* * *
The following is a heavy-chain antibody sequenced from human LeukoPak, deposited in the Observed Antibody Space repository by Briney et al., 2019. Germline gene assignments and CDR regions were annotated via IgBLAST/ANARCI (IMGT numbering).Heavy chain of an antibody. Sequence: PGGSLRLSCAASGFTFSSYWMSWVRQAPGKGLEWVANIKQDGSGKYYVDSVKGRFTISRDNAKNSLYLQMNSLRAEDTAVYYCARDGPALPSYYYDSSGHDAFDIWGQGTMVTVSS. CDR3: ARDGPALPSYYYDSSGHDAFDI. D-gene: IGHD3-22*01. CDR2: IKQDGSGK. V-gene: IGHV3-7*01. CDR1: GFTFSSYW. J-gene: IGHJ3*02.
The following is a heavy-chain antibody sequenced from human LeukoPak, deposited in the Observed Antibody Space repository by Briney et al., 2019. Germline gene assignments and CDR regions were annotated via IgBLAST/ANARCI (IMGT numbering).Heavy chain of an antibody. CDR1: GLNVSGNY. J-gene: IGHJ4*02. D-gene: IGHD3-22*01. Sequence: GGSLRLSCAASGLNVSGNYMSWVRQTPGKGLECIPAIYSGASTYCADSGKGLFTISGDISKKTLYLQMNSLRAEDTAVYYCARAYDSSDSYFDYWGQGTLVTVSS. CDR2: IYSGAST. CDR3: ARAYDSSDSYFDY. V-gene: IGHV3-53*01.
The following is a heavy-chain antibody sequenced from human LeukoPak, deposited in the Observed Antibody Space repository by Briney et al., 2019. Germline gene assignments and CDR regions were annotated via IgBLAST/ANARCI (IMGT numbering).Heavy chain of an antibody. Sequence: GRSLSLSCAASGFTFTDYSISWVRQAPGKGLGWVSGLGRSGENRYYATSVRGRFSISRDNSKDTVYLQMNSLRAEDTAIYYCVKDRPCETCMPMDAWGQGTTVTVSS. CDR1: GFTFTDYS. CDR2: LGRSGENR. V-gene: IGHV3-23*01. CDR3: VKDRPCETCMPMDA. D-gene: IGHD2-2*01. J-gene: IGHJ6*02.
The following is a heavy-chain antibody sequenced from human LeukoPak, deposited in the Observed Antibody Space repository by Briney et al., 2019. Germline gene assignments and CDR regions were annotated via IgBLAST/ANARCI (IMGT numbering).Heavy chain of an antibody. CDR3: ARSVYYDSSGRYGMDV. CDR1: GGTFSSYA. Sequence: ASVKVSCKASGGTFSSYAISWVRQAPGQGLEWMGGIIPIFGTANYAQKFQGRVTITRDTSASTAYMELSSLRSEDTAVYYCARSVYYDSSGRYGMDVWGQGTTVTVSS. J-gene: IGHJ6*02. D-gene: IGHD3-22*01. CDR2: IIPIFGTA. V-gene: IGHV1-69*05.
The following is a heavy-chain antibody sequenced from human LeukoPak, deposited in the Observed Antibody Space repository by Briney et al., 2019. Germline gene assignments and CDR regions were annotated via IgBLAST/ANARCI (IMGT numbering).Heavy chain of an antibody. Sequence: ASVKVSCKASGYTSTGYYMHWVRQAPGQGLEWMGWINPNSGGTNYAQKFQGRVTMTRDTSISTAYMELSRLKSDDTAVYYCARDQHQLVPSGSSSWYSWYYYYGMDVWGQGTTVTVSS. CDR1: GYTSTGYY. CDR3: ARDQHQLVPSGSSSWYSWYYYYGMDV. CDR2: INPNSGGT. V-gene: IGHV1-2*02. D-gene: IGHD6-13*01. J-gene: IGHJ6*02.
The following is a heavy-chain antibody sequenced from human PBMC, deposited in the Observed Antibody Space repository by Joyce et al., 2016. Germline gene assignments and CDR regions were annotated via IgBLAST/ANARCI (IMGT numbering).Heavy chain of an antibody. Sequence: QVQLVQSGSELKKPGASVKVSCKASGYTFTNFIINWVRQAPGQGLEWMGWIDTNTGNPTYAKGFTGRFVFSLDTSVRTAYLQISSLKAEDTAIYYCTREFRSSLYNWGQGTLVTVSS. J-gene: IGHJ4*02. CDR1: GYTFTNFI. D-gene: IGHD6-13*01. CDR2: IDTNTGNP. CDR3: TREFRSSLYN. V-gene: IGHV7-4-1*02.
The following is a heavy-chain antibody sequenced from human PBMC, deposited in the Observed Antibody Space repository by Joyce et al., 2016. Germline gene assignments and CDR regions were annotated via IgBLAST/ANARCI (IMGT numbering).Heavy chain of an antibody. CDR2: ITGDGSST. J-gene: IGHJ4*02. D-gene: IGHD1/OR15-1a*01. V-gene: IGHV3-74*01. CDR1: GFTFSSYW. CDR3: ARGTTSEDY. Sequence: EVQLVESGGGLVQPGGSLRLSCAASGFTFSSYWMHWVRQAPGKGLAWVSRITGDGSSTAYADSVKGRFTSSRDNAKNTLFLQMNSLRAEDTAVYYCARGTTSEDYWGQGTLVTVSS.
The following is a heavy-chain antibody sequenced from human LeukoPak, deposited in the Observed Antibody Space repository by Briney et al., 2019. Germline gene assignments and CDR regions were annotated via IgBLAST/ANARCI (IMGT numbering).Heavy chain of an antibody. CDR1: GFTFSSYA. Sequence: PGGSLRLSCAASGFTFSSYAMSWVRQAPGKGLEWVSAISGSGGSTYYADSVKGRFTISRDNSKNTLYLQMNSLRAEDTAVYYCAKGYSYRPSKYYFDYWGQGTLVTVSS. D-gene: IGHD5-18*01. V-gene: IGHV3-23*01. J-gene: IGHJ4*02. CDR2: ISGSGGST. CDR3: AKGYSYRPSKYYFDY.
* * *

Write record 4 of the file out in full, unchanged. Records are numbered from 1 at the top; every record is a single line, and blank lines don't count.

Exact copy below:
The following is a heavy-chain antibody sequenced from human LeukoPak, deposited in the Observed Antibody Space repository by Briney et al., 2019. Germline gene assignments and CDR regions were annotated via IgBLAST/ANARCI (IMGT numbering).Heavy chain of an antibody. CDR3: ARSVYYDSSGRYGMDV. CDR1: GGTFSSYA. Sequence: ASVKVSCKASGGTFSSYAISWVRQAPGQGLEWMGGIIPIFGTANYAQKFQGRVTITRDTSASTAYMELSSLRSEDTAVYYCARSVYYDSSGRYGMDVWGQGTTVTVSS. J-gene: IGHJ6*02. D-gene: IGHD3-22*01. CDR2: IIPIFGTA. V-gene: IGHV1-69*05.